Buffy EliotPeople are still stunned over the tragedy this past Wednesday when two Roanoke TV journalists, Alison Parker and Adam Ward, were shot and killed by a former employee during a live TV report.

It has affected many people, including hundreds of reporters nationwide. It also affected the summer hit TV show, Mr. Robot.

Fans were all set to watch the first season finale, and whether Eliot, the hacker, would really bring down Evil Corp on behalf of fsociety, his hacker group.

Then came the news that the episode would be delayed for a week because it contains a scene that is similar to what happened recently in Virginia. There’s no word on whether it will be re-edited, but at least one website said it was the right call.

What’s interesting is that USA Network decided to delay the episode by just one week. Compare that to how another tragedy affected a season finale 16 years ago.

In April 1999 two seniors at Columbine High School in Littleton, Colorado, killed 12 students and one teacher, and injured 21 others before killing themselves. That incident affected the final episodes of the third season of Buffy the Vampire Slayer.

“Earshot”, where Buffy acquired the ability to hear people’s thoughts,  was supposed to air a week after the shooting. It was yanked off the schedule in USA (was still aired in Canada) because it included a scene where Buffy thinks she heard someone planning to kill some of the students. She suspects it’s Johnathan, when she sees him with a rifle at the school tower. However, it’s actually someone working at the lunchroom. The episode wasn’t shown until September 21st, just before season four started.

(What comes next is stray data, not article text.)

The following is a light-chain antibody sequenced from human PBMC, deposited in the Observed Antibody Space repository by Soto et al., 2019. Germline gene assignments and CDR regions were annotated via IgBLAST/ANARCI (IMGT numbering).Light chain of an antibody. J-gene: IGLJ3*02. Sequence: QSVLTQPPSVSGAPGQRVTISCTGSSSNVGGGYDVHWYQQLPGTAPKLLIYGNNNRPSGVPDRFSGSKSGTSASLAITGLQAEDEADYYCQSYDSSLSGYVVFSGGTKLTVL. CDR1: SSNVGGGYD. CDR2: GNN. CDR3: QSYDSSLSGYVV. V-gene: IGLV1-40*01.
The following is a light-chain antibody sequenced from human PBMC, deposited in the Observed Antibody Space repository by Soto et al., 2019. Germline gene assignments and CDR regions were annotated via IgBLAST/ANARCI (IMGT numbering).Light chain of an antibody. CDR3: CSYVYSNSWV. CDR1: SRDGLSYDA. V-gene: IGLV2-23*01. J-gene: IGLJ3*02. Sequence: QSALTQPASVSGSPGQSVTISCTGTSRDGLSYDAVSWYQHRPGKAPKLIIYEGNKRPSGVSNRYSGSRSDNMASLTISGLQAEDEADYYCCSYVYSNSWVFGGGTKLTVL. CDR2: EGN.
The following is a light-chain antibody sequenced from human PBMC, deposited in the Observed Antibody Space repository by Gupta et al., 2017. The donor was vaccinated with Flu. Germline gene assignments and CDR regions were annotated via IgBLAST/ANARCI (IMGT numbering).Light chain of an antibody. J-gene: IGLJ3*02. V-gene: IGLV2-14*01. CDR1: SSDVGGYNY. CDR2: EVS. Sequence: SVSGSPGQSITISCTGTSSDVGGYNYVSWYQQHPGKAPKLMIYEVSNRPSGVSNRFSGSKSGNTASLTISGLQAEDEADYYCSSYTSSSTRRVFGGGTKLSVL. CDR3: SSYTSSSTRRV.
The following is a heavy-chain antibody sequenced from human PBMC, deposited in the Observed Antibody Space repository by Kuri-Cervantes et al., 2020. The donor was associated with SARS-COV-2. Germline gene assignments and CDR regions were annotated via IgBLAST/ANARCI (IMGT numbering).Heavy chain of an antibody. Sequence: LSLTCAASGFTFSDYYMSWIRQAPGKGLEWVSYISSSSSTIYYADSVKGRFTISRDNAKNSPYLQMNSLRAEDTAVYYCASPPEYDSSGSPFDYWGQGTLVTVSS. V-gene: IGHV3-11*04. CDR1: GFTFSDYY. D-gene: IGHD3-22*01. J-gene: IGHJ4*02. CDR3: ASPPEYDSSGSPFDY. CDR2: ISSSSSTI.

The second half of the finale, “Graduation Day”, was supposed to air on May 25th, but the episode included students attacking the mayor after he turned into a snake, and the destruction of Sunnydale High. That, and lingering feelings about Columbine, convinced the WB to delay the episode until mid-July.

It’s interesting how the WB and USA Network handled the postponement of both season finales. It may be that the WB thought a longer delay  was needed because the Columbine tragedy affected teens and their parents, and set off a debate over school safety and gun control.

The decision by USA to delay the Mr. Robot episode by just a week might reflect how we react to tragedies compared to 1999. It’s still a wise call to avoid reminding people of the tragedy in Virginia too soon. It should be interesting to see if the episode will be changed at all.

When that scene that supposedly is similar to what happened in Roanoke is shown, there will still be people who will say “too soon.”

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